Operator: Your next question comes from the line of Ryan Fiftal with Morgan Stanley.

<Q - Ryan Fiftal - Morgan Stanley & Co. LLC>: Thank you. Two questions if I may. The first is a follow-up on capital allocation. So, I guess, aside from any specific opportunities, maybe it would help if you could share some of your thoughts on your philosophy behind M&A, the kind of strategic or financial thresholds or frameworks you bring when you're considering M&A opportunities?

<A - Tad Smith - The Madison Square Garden Co.>: You mean generically?

<Q - Ryan Fiftal - Morgan Stanley & Co. LLC>: Yes.

<A - Tad Smith - The Madison Square Garden Co.>: Sure. I think with M&A generally, you want to look at whether it is first and independently of anything we might bring, an attractive business. Does it have robust returns? Does it have a strong competitive position? Is the market large, attractive and growing? Do we anticipate sort of either regulatory consumer demand or technological discontinuities to somehow impair the business going forward? And if we conclude at the end of that, that it is an attractive business, we then want to look at whether we are the classic natural owners of it. Is there some set of capabilities, competencies, skills where we can enhance the value of the business with us? And then from that, would that economic rent that we create exceed our cost of capital and then can we have some acquisition that is a reasonable deal that would have overall a return on investment that exceeds our cost of capital for the shareholders. That's the general framework we intend to use and I would say beyond that, there's really not much else to say.

<Q - Ryan Fiftal - Morgan Stanley & Co. LLC>: That is pretty comprehensive. Thank you. And then just a second question following on the Fuse side. First, can you help just simply size the impact to your results when you pull that business out of your financials? And then maybe a little more broadly, thinking back to the strategy at the time of the spin. Fuse was really considered to be a strategic asset that linked your live entertainment cable networks businesses. So I was wondering if you could talk about how the Company's view on that, maybe evolved, that led to the sale?

<A - Bob Pollichino - The Madison Square Garden Co.>: Hi, this is Bob. Let me give you a little bit of the landscape of what you're going to be seeing with Fuse. So first thing that you should be aware of is that for a variety of reasons, Fuse does not qualify for discontinued operations accounting and so our prior periods, when you're going to be looking at our financials will not be recast to reflect the results excluding Fuse. And going forward, Fuse will simply at the conclusion of the transaction, will just not be reflected in our financial results. And of course we expect that to occur within the first quarter of 2015.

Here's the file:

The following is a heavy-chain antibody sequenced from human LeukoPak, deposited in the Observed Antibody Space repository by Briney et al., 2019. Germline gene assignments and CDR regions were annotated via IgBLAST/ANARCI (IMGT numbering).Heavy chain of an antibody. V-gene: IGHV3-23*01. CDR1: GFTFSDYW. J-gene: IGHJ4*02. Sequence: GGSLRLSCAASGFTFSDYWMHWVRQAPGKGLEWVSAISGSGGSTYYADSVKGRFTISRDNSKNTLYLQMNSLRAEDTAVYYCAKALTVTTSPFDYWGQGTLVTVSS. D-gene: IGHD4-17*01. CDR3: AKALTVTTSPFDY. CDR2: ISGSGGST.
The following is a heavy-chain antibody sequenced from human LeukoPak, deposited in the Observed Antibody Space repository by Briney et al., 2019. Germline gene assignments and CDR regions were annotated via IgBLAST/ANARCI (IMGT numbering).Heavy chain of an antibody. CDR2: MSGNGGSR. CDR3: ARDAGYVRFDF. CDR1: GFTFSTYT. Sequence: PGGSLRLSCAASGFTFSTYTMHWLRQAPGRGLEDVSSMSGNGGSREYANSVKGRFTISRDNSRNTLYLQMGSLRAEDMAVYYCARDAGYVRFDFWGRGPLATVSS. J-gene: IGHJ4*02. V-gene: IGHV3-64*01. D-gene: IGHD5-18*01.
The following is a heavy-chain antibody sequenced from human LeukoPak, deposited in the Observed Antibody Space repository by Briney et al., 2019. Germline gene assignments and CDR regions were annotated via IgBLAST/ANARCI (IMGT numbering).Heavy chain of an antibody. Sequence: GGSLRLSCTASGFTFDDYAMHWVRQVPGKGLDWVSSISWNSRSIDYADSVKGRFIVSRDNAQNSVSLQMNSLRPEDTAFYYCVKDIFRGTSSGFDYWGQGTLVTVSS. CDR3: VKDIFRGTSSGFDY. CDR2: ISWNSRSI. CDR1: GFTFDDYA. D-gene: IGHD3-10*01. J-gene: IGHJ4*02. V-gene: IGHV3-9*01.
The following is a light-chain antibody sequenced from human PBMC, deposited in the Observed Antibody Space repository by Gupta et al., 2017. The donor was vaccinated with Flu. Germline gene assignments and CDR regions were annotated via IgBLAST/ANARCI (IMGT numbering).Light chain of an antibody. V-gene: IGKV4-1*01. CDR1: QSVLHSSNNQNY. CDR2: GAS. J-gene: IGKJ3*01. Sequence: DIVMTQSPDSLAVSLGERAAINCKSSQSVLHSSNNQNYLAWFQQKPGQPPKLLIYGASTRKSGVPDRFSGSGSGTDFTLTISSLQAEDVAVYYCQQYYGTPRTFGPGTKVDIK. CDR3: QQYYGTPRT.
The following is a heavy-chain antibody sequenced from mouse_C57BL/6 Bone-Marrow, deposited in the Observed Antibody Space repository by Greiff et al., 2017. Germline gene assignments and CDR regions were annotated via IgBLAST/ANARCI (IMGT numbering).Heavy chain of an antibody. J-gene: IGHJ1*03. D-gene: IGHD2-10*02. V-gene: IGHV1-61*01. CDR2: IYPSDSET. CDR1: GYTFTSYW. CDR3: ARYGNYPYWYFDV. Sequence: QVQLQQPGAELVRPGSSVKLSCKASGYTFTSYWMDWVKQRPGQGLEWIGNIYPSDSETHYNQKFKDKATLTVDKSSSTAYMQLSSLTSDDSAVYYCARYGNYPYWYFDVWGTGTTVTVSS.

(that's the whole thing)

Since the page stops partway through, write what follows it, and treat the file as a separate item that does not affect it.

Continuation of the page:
So thinking about the economics, we're thrilled with what we were able to accomplish with Fuse and as you know, we have a sale in place. But when you look at the financial results prospectively, you will not see any material impact on AOCF on a total company basis as a result of Fuse no longer being with us.

<A - Tad Smith - The Madison Square Garden Co.>: With particular respect to the strategy part of your question, I would say it's important to see when you look at Fuse, we built a really phenomenal asset in the distribution of Fuse and to a great extent that asset as was apparent from the sale, had a substantial value to other parties.

And when we looked at the landscape, we thought it made the most sense for our shareholders and the future prospects of Fuse to give that asset to another entity that could take better advantage of the distribution that we created than we could and yet, at the same time retain a minority stake. So we effectively have option value on the future growth for our shareholders to be created there and we think that made the most sense and we're very excited about it.

<Q - Ryan Fiftal - Morgan Stanley & Co. LLC>: And did you retain any opportunity to put content that's generated by your live entertainment business onto that network, kind of acting as a producer?

<A - Tad Smith - The Madison Square Garden Co.>: Well, we can produce content for anyone. Not necessarily just Fuse.

<Q - Ryan Fiftal - Morgan Stanley & Co. LLC>: Okay. Fair enough. Thank you.

Operator: Your next question comes from the line of David Miller with Topeka Capital Market.

<Q - David Miller - Topeka Capital Markets>: Yeah. Hey, guys. I have a number of questions. First of all, Bob. The $9.5 million increase related to the "new large scale theatrical production," I assume that's Heart and Lights. And is the $9.5 million - is that an acceleration of the amortization schedule? Did you take an impairment charge or is the $9.5 million something else? And then have a follow-up.

<A - Bob Pollichino - The Madison Square Garden Co.>: There was no impairment charge on our Heart and Lights investment.